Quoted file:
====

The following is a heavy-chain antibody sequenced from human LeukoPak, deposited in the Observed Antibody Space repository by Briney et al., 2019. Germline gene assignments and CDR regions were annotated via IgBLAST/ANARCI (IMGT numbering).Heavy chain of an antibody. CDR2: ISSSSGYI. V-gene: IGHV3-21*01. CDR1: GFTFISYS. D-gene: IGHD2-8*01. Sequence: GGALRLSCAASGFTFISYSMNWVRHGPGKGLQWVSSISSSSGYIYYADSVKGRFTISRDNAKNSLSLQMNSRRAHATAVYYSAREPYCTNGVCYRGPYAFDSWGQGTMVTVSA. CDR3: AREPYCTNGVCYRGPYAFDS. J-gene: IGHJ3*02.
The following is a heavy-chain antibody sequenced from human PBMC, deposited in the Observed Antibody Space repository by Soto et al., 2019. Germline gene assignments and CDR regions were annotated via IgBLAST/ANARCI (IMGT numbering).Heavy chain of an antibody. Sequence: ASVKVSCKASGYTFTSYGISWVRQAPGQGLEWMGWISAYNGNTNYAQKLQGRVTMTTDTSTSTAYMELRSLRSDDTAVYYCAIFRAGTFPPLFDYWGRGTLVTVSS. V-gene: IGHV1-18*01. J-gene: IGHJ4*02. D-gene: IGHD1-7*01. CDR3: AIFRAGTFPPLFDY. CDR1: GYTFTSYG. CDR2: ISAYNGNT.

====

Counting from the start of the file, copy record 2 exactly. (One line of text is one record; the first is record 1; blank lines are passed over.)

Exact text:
The following is a heavy-chain antibody sequenced from human PBMC, deposited in the Observed Antibody Space repository by Soto et al., 2019. Germline gene assignments and CDR regions were annotated via IgBLAST/ANARCI (IMGT numbering).Heavy chain of an antibody. Sequence: ASVKVSCKASGYTFTSYGISWVRQAPGQGLEWMGWISAYNGNTNYAQKLQGRVTMTTDTSTSTAYMELRSLRSDDTAVYYCAIFRAGTFPPLFDYWGRGTLVTVSS. V-gene: IGHV1-18*01. J-gene: IGHJ4*02. D-gene: IGHD1-7*01. CDR3: AIFRAGTFPPLFDY. CDR1: GYTFTSYG. CDR2: ISAYNGNT.